Review: Silverdocs Documentary Film Festival

Silverdocs, a documentary film festival that takes place every year outside of Washington D.C., recently celebrated its 10th anniversary and for my second year in a row, I attended the annual event. Like in 2011, the festival offered up a variety of intriguing and (sometimes) intensely personal films from around the world. I had the privilege of watching seven of these cinematic stories unfold.

Here’s a list of the films I saw at the festival. For each film, I offer a brief description and my thoughts on the movie as a whole. From the must-see thrillers to the disappointing dramas, here is a look at some of the documentaries presented during the festival.

The Imposter: Of the seven documentaries I watched, The Imposter was undoubtedly the best. The story behind the film is pretty simple. In the early 90’s, a thirteen-year old boy disappeared from the streets of San Antonio, Texas. Three years later, the missing teen’s family received a call from Spain and were told that the boy has been found.  

Despite its simplicity, though, this movie is much more mysterious than it seems. The boy isn’t who he claims to be and when he arrives in the United States to greet “his family,” the movie becomes much more complicated. Although the documentary’s title seems to tell the whole story, the movie is far more complex. At times, I thought I knew where the story was going but I was dead wrong. The final thirty minutes are packed with surprises and twist that left my stomach turning. The Imposter is a must-see.

Time Zero: The Last Year of Polaroid Films: The death of Polaroid instant film isn’t what one would normally consider a tragic story. As one technology replaces another, one way to capture images (digital pictures) can easily replace another one (instant photos), right? Not true, claims this provocative and thoughtful documentary.

This movie shows how the loss of Polaroid instant film impacted the lives of so many photographers. Although you may not realize what instant film offered, Time Zero offers up a myriad of reasons why that type of film was so important and in doing so, engages the audience in a thoughtful provocative debate about the vitality of instant photos in a world that has gone so far into the digital universe.

Ann Richards’ Texas: Ann Richards created a lot of headaches for the Republican Party during her political career. She memorably criticized Vice President George H. W. Bush at the Democratic Convention in 1988 with a series of one-liners and she became the Democratic Governor of Texas in 1991. Although I’m not a fan of her politics, Richards was a colorful politician in a field where too many people are afraid to make headlines.

This documentary shows the rise and fall of this liberal icon whose one-liners and fierce personality made her a beloved figure on the left side of the aisle.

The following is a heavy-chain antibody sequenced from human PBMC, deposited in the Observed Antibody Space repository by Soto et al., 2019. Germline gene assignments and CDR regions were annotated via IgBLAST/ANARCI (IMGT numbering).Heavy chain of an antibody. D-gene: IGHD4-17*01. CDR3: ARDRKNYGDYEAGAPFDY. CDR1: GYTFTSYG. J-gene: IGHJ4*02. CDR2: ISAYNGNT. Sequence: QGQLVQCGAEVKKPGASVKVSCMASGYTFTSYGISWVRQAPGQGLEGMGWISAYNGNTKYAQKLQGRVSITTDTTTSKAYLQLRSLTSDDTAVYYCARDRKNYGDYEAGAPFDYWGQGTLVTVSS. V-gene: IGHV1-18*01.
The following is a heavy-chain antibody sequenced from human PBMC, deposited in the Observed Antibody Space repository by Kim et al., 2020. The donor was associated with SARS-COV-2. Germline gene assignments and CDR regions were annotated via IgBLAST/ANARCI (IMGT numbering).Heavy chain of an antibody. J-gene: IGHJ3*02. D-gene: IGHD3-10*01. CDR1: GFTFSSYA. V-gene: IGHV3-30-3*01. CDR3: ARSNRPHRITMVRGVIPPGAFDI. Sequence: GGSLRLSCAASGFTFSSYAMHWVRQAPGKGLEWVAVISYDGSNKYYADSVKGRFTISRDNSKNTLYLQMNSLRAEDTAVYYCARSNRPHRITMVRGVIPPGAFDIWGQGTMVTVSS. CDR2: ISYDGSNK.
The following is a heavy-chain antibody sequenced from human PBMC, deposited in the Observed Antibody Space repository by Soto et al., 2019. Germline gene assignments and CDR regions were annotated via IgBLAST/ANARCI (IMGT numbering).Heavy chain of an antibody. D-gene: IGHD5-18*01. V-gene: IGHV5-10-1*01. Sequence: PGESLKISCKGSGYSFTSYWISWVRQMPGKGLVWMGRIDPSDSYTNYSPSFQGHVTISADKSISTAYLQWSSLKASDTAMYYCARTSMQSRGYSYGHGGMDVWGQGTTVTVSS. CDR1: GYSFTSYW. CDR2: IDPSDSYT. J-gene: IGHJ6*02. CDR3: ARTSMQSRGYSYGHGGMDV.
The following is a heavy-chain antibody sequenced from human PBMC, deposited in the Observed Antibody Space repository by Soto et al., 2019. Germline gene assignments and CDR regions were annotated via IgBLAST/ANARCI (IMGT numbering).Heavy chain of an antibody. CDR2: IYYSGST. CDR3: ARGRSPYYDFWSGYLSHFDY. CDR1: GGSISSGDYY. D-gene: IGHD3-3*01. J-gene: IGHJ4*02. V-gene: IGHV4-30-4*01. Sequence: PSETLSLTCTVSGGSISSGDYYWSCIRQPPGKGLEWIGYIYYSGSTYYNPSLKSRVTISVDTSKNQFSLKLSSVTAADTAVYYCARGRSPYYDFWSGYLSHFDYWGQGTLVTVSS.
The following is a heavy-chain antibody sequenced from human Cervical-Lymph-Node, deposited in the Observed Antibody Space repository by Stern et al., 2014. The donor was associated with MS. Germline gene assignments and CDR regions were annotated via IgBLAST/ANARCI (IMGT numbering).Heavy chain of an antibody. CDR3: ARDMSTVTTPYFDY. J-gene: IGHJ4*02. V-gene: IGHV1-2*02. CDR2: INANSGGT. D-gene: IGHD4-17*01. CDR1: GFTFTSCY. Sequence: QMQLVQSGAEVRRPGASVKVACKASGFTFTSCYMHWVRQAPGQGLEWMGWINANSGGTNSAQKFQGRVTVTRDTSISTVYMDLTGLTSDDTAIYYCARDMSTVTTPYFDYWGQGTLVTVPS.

Don’t Stop Believin’: Everyman’s Journey: The band Journey has gone through many changes over the years but one of their biggest was when it chose Filipino Arnel Pineda as its new lead singer in 2008. The vocalist, who was amazingly discovered on YouTube, went from living on the streets to living on the road touring the world as a member of one of the biggest bands of the past fifty years.

Although the movie runs a tad long, it offers a compelling story and a great soundtrack. While Journey fans will love it, non-fans will likely enjoy it as well.  

The Queen of Versailles: The Queen of Versailles is a documentary about a rich couple who decide to build a Florida home modeled about Louis the XIV’s palace. When the economic crash of 2008 occurs, this rich couple faces a life without the privileges and power they were accustomed to. Offering up a few laughs and a dramatic story, this movie shows the benefits and pitfalls of living a life of extravagance in a world where money can easily slip away.

½ a Revolution: This documentary seemingly takes an inside look at the overthrow of the Egyptian government in 2011. An international group of people living in Egypt during the turmoil chronicle their experiences as protests are interrupted by violence and one leader’s powerful grip over his nation loosens. Although the subject is interesting and worthy of a great film, this movie has no focus and ultimately feels hollow as neither the characters nor the situation are given any depth. With little access to the behind-the-scenes turmoil, the film offers up little insight or intrigue.

Canned Dreams: Nightmares is more like it in this profoundly dull film about the work that goes into one can of ravioli. Although the subject sounds interesting, the filmmakers fail to take advantage of its potential as they interview employees around the world whose cumulative work ultimately ends up in one single can. Disjointed and devastatingly boring, this film offers little more than canned goods and should be left in its package.


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